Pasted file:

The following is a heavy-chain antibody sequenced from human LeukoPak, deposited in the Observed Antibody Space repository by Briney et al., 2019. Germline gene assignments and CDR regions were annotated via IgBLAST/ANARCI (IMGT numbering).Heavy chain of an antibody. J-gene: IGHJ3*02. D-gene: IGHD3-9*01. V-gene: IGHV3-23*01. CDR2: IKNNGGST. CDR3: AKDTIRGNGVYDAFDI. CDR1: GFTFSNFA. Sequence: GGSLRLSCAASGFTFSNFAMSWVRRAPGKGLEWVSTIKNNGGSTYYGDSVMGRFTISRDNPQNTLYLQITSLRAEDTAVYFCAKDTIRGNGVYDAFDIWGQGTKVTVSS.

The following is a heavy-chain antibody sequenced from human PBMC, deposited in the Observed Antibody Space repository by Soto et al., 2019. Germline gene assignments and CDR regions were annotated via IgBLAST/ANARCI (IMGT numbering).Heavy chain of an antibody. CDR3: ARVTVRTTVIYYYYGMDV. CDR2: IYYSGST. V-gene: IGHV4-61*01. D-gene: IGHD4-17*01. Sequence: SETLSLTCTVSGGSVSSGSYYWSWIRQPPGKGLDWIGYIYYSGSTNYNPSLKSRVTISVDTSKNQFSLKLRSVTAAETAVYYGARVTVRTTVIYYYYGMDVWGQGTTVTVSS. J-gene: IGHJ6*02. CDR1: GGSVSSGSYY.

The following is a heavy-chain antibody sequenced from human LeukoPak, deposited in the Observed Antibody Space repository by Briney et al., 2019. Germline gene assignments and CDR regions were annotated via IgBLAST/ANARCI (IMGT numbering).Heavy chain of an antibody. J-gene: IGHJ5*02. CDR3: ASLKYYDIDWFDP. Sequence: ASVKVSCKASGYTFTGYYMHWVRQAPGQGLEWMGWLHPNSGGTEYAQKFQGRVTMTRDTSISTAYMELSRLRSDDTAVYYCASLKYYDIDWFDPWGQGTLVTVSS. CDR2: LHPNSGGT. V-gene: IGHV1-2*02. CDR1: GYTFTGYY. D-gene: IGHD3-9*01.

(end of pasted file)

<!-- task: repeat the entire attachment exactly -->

The following is a heavy-chain antibody sequenced from human LeukoPak, deposited in the Observed Antibody Space repository by Briney et al., 2019. Germline gene assignments and CDR regions were annotated via IgBLAST/ANARCI (IMGT numbering).Heavy chain of an antibody. J-gene: IGHJ3*02. D-gene: IGHD3-9*01. V-gene: IGHV3-23*01. CDR2: IKNNGGST. CDR3: AKDTIRGNGVYDAFDI. CDR1: GFTFSNFA. Sequence: GGSLRLSCAASGFTFSNFAMSWVRRAPGKGLEWVSTIKNNGGSTYYGDSVMGRFTISRDNPQNTLYLQITSLRAEDTAVYFCAKDTIRGNGVYDAFDIWGQGTKVTVSS.

The following is a heavy-chain antibody sequenced from human PBMC, deposited in the Observed Antibody Space repository by Soto et al., 2019. Germline gene assignments and CDR regions were annotated via IgBLAST/ANARCI (IMGT numbering).Heavy chain of an antibody. CDR3: ARVTVRTTVIYYYYGMDV. CDR2: IYYSGST. V-gene: IGHV4-61*01. D-gene: IGHD4-17*01. Sequence: SETLSLTCTVSGGSVSSGSYYWSWIRQPPGKGLDWIGYIYYSGSTNYNPSLKSRVTISVDTSKNQFSLKLRSVTAAETAVYYGARVTVRTTVIYYYYGMDVWGQGTTVTVSS. J-gene: IGHJ6*02. CDR1: GGSVSSGSYY.

The following is a heavy-chain antibody sequenced from human LeukoPak, deposited in the Observed Antibody Space repository by Briney et al., 2019. Germline gene assignments and CDR regions were annotated via IgBLAST/ANARCI (IMGT numbering).Heavy chain of an antibody. J-gene: IGHJ5*02. CDR3: ASLKYYDIDWFDP. Sequence: ASVKVSCKASGYTFTGYYMHWVRQAPGQGLEWMGWLHPNSGGTEYAQKFQGRVTMTRDTSISTAYMELSRLRSDDTAVYYCASLKYYDIDWFDPWGQGTLVTVSS. CDR2: LHPNSGGT. V-gene: IGHV1-2*02. CDR1: GYTFTGYY. D-gene: IGHD3-9*01.